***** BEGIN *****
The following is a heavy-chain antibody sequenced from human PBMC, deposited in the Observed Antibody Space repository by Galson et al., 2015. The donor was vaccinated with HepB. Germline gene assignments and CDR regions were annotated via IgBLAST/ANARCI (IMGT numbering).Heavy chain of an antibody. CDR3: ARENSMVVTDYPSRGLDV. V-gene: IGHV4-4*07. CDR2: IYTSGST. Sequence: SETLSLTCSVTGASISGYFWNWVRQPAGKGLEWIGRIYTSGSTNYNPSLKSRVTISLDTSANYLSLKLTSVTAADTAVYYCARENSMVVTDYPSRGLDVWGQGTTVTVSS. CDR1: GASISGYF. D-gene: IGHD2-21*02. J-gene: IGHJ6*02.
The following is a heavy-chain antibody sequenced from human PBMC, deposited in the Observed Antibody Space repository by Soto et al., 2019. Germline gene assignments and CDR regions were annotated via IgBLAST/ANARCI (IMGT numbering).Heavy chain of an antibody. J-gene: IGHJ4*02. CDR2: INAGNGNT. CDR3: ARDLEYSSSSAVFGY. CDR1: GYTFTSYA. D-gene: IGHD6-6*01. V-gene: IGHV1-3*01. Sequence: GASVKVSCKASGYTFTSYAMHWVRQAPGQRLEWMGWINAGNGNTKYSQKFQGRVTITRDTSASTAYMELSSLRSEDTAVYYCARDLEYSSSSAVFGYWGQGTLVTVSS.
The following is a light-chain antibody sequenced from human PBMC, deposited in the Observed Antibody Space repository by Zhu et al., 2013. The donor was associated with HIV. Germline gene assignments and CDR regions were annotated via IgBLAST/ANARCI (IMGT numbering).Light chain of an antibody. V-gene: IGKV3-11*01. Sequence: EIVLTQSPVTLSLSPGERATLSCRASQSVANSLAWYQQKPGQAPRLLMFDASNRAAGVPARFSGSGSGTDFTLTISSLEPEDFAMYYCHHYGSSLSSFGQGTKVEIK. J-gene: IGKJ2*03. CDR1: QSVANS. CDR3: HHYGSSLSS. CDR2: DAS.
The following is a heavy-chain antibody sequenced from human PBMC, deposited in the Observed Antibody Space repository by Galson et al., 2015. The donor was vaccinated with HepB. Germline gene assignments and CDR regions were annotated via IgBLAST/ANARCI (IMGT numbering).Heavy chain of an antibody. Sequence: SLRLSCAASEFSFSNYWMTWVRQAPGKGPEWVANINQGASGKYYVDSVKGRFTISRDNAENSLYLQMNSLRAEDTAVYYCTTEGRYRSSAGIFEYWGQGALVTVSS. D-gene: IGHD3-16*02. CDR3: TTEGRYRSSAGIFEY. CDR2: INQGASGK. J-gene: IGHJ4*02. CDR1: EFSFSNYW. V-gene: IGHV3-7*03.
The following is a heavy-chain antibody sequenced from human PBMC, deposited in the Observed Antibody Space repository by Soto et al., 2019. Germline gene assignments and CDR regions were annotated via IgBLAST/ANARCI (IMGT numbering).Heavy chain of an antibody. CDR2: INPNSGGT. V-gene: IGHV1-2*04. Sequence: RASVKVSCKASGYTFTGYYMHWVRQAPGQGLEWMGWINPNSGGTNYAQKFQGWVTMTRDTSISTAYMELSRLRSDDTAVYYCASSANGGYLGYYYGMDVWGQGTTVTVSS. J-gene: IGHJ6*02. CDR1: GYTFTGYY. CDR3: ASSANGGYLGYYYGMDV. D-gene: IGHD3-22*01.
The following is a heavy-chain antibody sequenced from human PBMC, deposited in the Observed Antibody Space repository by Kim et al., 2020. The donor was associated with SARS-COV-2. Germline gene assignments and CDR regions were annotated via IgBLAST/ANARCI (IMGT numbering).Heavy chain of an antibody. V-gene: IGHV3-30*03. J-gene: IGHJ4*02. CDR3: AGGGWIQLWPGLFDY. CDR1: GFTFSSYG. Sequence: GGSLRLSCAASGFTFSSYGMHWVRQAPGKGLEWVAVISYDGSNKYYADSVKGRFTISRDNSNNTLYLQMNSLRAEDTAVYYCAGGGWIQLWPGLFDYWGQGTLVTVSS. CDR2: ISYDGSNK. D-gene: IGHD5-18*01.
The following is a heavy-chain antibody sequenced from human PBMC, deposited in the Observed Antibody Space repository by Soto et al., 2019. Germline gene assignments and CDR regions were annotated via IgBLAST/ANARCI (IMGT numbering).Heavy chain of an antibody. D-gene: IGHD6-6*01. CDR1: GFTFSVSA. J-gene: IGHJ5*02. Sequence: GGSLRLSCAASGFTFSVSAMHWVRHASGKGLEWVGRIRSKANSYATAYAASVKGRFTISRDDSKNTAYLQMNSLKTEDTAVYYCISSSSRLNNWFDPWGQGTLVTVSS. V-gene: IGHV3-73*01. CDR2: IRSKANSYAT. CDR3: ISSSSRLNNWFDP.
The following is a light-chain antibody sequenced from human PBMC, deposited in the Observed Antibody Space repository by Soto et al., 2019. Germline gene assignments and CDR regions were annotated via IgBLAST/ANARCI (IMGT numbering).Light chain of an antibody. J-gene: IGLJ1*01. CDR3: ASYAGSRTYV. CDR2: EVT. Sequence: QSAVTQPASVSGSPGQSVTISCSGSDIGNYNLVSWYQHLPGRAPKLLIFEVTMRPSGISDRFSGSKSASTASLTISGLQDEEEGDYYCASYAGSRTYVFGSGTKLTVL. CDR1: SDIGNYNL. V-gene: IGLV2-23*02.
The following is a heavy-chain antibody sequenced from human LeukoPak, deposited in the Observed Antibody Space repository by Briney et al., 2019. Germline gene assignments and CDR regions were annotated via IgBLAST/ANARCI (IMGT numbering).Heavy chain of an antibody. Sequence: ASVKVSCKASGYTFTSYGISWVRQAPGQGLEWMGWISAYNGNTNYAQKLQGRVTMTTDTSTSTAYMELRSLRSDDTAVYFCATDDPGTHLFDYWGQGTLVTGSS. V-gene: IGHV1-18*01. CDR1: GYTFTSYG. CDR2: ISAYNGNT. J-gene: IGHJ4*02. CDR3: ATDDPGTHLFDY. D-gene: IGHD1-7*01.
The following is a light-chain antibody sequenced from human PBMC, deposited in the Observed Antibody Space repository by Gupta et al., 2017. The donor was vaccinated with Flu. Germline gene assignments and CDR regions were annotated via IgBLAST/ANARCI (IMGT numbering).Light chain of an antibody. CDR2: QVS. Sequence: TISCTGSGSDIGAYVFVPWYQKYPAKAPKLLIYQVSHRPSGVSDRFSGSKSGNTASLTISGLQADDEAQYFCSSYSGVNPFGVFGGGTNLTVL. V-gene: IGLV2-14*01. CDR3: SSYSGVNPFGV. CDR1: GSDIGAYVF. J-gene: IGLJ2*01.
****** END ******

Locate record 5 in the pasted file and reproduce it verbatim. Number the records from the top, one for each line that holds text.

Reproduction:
The following is a heavy-chain antibody sequenced from human PBMC, deposited in the Observed Antibody Space repository by Soto et al., 2019. Germline gene assignments and CDR regions were annotated via IgBLAST/ANARCI (IMGT numbering).Heavy chain of an antibody. CDR2: INPNSGGT. V-gene: IGHV1-2*04. Sequence: RASVKVSCKASGYTFTGYYMHWVRQAPGQGLEWMGWINPNSGGTNYAQKFQGWVTMTRDTSISTAYMELSRLRSDDTAVYYCASSANGGYLGYYYGMDVWGQGTTVTVSS. J-gene: IGHJ6*02. CDR1: GYTFTGYY. CDR3: ASSANGGYLGYYYGMDV. D-gene: IGHD3-22*01.